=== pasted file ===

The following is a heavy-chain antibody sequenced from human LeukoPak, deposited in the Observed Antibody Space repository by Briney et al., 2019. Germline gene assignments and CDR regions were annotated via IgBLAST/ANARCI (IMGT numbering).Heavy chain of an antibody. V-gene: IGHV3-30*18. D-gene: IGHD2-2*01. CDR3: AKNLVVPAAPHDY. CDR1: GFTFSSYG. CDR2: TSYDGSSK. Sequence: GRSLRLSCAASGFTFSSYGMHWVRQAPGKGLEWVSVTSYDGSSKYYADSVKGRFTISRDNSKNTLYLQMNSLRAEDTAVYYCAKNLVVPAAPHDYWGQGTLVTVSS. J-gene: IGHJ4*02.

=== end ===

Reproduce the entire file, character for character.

The following is a heavy-chain antibody sequenced from human LeukoPak, deposited in the Observed Antibody Space repository by Briney et al., 2019. Germline gene assignments and CDR regions were annotated via IgBLAST/ANARCI (IMGT numbering).Heavy chain of an antibody. V-gene: IGHV3-30*18. D-gene: IGHD2-2*01. CDR3: AKNLVVPAAPHDY. CDR1: GFTFSSYG. CDR2: TSYDGSSK. Sequence: GRSLRLSCAASGFTFSSYGMHWVRQAPGKGLEWVSVTSYDGSSKYYADSVKGRFTISRDNSKNTLYLQMNSLRAEDTAVYYCAKNLVVPAAPHDYWGQGTLVTVSS. J-gene: IGHJ4*02.